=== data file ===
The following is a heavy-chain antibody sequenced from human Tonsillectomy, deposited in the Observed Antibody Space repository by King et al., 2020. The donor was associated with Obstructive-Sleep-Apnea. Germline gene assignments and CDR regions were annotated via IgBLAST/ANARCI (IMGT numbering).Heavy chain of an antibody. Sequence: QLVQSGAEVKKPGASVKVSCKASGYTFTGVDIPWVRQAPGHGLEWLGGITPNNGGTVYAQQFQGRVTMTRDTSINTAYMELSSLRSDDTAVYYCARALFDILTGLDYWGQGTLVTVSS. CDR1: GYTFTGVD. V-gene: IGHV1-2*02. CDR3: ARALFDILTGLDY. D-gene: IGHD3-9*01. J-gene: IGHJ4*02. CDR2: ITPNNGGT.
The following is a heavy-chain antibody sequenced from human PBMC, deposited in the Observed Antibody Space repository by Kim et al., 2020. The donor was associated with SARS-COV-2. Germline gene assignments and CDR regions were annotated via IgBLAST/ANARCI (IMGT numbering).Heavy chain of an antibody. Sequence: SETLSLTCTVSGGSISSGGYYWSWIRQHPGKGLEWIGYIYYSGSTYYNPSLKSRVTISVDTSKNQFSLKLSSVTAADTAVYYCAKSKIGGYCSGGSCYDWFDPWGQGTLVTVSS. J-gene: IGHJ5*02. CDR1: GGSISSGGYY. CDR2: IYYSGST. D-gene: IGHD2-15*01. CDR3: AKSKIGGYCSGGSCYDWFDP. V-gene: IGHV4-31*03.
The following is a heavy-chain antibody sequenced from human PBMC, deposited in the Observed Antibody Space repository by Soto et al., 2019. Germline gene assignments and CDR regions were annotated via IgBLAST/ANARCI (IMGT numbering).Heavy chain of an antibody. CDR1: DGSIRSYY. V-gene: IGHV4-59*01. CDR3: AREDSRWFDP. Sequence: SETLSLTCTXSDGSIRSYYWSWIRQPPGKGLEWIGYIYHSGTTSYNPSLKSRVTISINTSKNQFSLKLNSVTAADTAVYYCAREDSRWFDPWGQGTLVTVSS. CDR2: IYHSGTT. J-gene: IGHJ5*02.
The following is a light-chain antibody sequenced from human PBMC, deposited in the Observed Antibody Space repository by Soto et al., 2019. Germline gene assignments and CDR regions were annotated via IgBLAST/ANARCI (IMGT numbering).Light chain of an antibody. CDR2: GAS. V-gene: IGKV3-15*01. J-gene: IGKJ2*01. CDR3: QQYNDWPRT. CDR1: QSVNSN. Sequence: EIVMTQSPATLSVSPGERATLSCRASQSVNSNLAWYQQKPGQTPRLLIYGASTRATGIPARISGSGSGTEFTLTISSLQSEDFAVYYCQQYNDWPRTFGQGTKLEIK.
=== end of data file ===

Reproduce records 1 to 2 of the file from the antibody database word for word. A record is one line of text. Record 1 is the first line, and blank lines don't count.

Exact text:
The following is a heavy-chain antibody sequenced from human Tonsillectomy, deposited in the Observed Antibody Space repository by King et al., 2020. The donor was associated with Obstructive-Sleep-Apnea. Germline gene assignments and CDR regions were annotated via IgBLAST/ANARCI (IMGT numbering).Heavy chain of an antibody. Sequence: QLVQSGAEVKKPGASVKVSCKASGYTFTGVDIPWVRQAPGHGLEWLGGITPNNGGTVYAQQFQGRVTMTRDTSINTAYMELSSLRSDDTAVYYCARALFDILTGLDYWGQGTLVTVSS. CDR1: GYTFTGVD. V-gene: IGHV1-2*02. CDR3: ARALFDILTGLDY. D-gene: IGHD3-9*01. J-gene: IGHJ4*02. CDR2: ITPNNGGT.
The following is a heavy-chain antibody sequenced from human PBMC, deposited in the Observed Antibody Space repository by Kim et al., 2020. The donor was associated with SARS-COV-2. Germline gene assignments and CDR regions were annotated via IgBLAST/ANARCI (IMGT numbering).Heavy chain of an antibody. Sequence: SETLSLTCTVSGGSISSGGYYWSWIRQHPGKGLEWIGYIYYSGSTYYNPSLKSRVTISVDTSKNQFSLKLSSVTAADTAVYYCAKSKIGGYCSGGSCYDWFDPWGQGTLVTVSS. J-gene: IGHJ5*02. CDR1: GGSISSGGYY. CDR2: IYYSGST. D-gene: IGHD2-15*01. CDR3: AKSKIGGYCSGGSCYDWFDP. V-gene: IGHV4-31*03.